As the hemp industry tries to adjust in the wake of the USDA’s interim final rule on hemp, it has emerged that the entire cannabis sector is facing an unforeseen and deadly challenge; cross-pollination between marijuana and hemp plants. Farmers in states that had preexisting outdoor marijuana programs have felt the effect most, with most of them stating that cross-pollination from hemp farms can result in losses worth thousands of dollars as it renders the flower products unmarketable.
Robert Morf owns and runs Chesire Creek, an outdoor marijuana farming project in Waterville, Washington. According to him, his problems began this year when, in a bid to open up Washington to hemp production, the state’s governor signed a bill which abolished the legally required 4-mile buffer between marijuana and hemp farms. This was soon after Congress passed the 2018 Farm Bill, which legalized the cultivation of industrial hemp. “We took a big hit,” he says. Male plants from a nearby hemp farm cross-pollinated his 600-acre farm, and he expects to lose about $40,000.
The cannabis plant’s biology makes it a tricky crop to farm. It is a dioecious plant, and it has male and female reproductive parts in different flowers on male and female plants. The female cannabis flowers produce a lot more cannabinoids, especially THC and CBD when they aren’t pollinated. THC (delta-9 tetrahydrocannabinol) is the compound responsible for the psychotropic high that marijuana is famous for, while CBD (cannabidiol) is a potent medicinal compound that’s produced in high quantities by hemp. Pollination results in reduced THC and CBD levels, so both CBD and marijuana producers avoid male plants at all costs.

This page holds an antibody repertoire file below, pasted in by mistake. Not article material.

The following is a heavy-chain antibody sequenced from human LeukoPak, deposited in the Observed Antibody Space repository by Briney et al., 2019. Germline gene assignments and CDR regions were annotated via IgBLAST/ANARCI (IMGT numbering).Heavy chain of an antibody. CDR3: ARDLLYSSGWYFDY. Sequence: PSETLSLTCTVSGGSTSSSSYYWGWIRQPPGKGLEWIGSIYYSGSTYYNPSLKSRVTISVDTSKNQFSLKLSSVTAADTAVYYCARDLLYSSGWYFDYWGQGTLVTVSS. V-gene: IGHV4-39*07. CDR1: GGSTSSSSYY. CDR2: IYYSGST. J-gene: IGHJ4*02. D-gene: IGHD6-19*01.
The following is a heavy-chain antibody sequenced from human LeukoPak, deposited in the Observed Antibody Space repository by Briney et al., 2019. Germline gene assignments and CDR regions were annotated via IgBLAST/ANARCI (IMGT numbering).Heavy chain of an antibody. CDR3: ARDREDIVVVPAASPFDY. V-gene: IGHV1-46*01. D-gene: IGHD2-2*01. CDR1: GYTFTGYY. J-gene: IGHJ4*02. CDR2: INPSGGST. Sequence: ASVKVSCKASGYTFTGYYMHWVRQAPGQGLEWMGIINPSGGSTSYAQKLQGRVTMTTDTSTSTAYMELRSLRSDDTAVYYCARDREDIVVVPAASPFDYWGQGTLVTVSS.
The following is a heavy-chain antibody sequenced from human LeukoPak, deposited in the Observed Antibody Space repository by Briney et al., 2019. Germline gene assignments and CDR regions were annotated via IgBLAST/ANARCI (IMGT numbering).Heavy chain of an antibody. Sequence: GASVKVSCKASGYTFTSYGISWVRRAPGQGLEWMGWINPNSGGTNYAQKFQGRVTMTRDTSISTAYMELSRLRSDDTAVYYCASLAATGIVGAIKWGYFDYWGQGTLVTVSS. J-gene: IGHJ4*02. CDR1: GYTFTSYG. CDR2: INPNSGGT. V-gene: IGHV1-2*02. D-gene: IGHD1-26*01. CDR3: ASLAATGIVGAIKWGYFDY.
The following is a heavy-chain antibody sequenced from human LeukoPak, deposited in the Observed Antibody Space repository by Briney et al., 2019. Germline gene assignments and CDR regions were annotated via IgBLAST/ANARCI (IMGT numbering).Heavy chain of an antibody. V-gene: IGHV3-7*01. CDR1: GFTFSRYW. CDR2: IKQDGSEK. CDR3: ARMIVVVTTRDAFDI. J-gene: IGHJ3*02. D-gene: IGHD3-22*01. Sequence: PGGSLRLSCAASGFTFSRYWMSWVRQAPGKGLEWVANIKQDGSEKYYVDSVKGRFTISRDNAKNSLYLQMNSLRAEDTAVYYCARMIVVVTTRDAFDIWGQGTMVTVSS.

Research at Michigan State University found that a single male cannabis flower can produce up to 350,000 pollen grains capable of traveling great distances in the wind. Clearly, even careful marijuana farmers with no hemp farms nearby can find their crop cross-pollinated. Wendy Mosher, Colorado seed breeder and president and CEO of New West Genetics, says that a grower will lose about 1% of total cannabinoid content if a field is cross-pollinated. According to her, Colorado farmers growing hemp for CBD processing are also experiencing cross-pollination, and they are unable to locate the source. “It’s just impossible to tell where it’s coming from.”
Marijuana grower Morf says his flower is full of seeds, and this has reduced his usable volume and overall quality. He has contacted local and state politicians, but no solutions have been forthcoming.
Experts fear that these cross-pollination issues could adversely affect the payouts of companies like Marijuana Company of America Inc. (OTCQB: MCOA) and Organigram Holdings Inc. (TSX: OGI) (NASDAQ: OGI) since farmers are paid based on the quality of the plant matter harvested.
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